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The Forgotten: Phantom Philm

David Cairns


A squat black ruin lours from a massy clifftop. Ridiculously fake wind effects whoop and whoosh beneath the throbbing music as a lone jalopy rattles along a narrow path between jagged promontories. WHIP PAN! An old-fashioned stills camera topples from the heights, and lodges, unseen, upon the bonnet of the jouncing vehicle.
The main titles tell us what we already have gleaned—this is to be "a Mystery Narrative." And it's going to be fun!


The 1927 Cinematograph Films Act was designed to ensure that a specified percentage of films shown on British screens would be British productions. The industry's response was to churn out low-budget productions—soon known as "quota quickies"—purely to satisfy the demands of the act. Many of them were backed by American studios and used American talent, honouring the letter of the law but blatantly betraying its intent.
The quickies had a bad name for years, and rumours circulated of films being shown "to the usherettes" in otherwise empty theatres, but in reality there was an upside. Amongst all the dross, a few excellent pictures were made, actually seeing to gain energy from the haste of production, and excercising imagination in the face of poverty. And the quota quickies launched a new generation of directors, actors and technicians, including the great Michael Powell, whose comic thriller The Phantom Light would make a perfect double feature with Bernard Vorhaus's 1933 romp The Ghost Camera.

That stray camera has fallen into the hands of our hero, who develops the film looking for clues as to the rightful owner. What he finds is evidence of murder. When the camera and negative are stolen, He must use the other snaps, left behind by the burglar, as clues in a sort of photographic treasure hunt, in order to get to the bottom of the mystery. The pre-echoes of Antonioni's Blow-Up are intriguing, although perhaps Louis Feuillade's Erreur tragique got there first (in that one, a man sees what he thinks is his wife and another man strolling by in the background of a Gaumont comedy, and becomes homicidally jealous). The winding narrative takes in flashbacks (filmed in subjective camera), a Hitchcockian "wrong man" drama, comic relief in the music hall tradition, romance, reversals, red herrings, and a mess of zany optical transitions courtesy of a young editor named David Lean.
Bernard Vorhaus was an American screenwriter who came to England in search of directing opportunities. He found them! His work at the helm of thirteen features, most of them just over an hour long and shot in two weeks, earned him the nickname "Mad" Vorhaus, and got him head-hunted by Republic Pictures, who took him back to Hollywood and gave him B-pictures to make. Of these, The Amazing Mr. X is a stand-out, lit by the great noir cameraman John Alton as a symphony of glowing lampshades. Vorhaus, who had been shot at by Nazis while filming in the Alps, was blacklisted in the 50s for his "premature anti-fascism" (Edward Dmytryk gave his name to HUAC) and returned to Britain. His son, David Vorhaus appears to be the electronic composer whose pioneering work can be heard at the black mass scene in Dracula AD 1972 ("Dig the music, you cats!").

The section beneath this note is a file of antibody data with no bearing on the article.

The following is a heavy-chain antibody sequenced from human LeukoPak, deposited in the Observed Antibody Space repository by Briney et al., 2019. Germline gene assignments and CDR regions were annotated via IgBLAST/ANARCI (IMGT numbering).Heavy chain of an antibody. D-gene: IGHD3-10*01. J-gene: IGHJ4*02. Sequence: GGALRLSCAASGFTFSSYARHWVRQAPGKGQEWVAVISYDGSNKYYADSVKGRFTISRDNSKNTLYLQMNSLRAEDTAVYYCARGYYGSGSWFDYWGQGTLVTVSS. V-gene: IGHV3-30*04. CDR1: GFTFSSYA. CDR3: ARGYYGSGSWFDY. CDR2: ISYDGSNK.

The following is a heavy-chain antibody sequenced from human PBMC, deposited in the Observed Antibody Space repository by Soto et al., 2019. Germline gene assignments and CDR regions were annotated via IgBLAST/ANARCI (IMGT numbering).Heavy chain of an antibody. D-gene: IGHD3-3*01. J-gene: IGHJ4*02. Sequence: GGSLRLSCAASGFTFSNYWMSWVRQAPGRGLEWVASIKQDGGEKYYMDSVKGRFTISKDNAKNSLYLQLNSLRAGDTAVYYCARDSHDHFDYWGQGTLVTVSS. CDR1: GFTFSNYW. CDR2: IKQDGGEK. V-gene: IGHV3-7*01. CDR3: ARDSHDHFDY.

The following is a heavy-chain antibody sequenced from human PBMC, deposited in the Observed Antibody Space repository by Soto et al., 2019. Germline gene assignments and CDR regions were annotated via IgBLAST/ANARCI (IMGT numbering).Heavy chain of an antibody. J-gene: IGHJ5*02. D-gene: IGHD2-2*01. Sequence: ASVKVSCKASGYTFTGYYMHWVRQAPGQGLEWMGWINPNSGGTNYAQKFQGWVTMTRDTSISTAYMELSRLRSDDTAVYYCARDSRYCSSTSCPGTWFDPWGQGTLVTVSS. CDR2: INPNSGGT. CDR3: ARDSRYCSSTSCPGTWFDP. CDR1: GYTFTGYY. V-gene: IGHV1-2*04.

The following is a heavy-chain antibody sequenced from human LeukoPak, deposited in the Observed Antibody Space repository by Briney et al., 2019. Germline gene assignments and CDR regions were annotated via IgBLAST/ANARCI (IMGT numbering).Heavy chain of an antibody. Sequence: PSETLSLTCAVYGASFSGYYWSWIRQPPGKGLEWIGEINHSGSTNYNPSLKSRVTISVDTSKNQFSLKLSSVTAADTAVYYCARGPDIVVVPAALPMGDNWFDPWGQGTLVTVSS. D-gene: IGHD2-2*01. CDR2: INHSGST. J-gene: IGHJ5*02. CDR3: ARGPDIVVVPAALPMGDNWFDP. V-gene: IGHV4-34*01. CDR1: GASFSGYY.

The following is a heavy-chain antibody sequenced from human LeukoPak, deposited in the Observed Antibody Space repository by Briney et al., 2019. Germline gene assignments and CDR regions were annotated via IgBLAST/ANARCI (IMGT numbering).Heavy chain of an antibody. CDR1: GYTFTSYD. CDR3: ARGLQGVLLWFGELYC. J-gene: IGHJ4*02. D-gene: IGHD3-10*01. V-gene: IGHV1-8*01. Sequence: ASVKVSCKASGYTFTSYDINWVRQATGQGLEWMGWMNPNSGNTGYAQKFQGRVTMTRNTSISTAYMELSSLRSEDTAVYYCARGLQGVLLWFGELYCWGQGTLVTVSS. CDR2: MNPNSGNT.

Already, in The Ghost Camera, his second film, Vorhaus can be seen fighting against the restraints of quota production, which tended to favour talkie theatrical adaptations confined to the sound stage for maximum controllability. Instead, this cheeky thriller races along from location to location, powered by cheek and impudence and unlikely star quality.

Henry Kendall, star of Hitchcock's atypical comedy Rich and Strange, plays our hero, John Gray, a bespectacled pedant and proto-nerd in the vein of Cary Grant's later turn in Bringing Up Baby. But whereas Hollywood cast a dreamboat and styled him as an egghead, Britain goes for authenticity, since Kendall is above all a character actor, whose beaky nose and nasal voice compliment the impression created by his owl-like round spectacles. Also on hand is a foetal John Mills, and most excitingly, Ida Lupino as a woman of intrigue. Golly!
Lupino had been put in films the year before by Allan Dwan, who'd been imported to the UK to supply Hollywood know-how. Dwan's know-how had her forcibly restyled as a blonde, and that's the look she's still suffering under here. It's ill-judged. It makes me want to dig up Dwan's body and perform some kind of revenge from beyond the grave on him, but then I remember all the good he's done and I relent. And there's still much to enjoy in the sight of the prehensile Lupino, her wonderfully bulbous head glowing under the arc lights, her cockney accent much to the fore. If she's still the ingénue from a music-hall family, rather than the Hollywood star and auteur she'd later become, the unformed Lupino is nevertheless a delight.

For decades the quota films have been despised and downgraded. Hundreds were made, but scores have been lost. When they started turning up in people's attics, Michael Powell bemoaned their survival. "I'm not sure my reputation can survive another rediscovery," he said. But these little films sometimes have an amateurish charm and roughness which raises them out of the stultifying British tradition of quality, and The Ghost Camera is midget gem of semi-vernacular cinema.
The Forgotten is a regular Thursday column by David Cairns, author of Shadowplay.


Bernard VorhausThe ForgottenDavid LeanAllan Dwan
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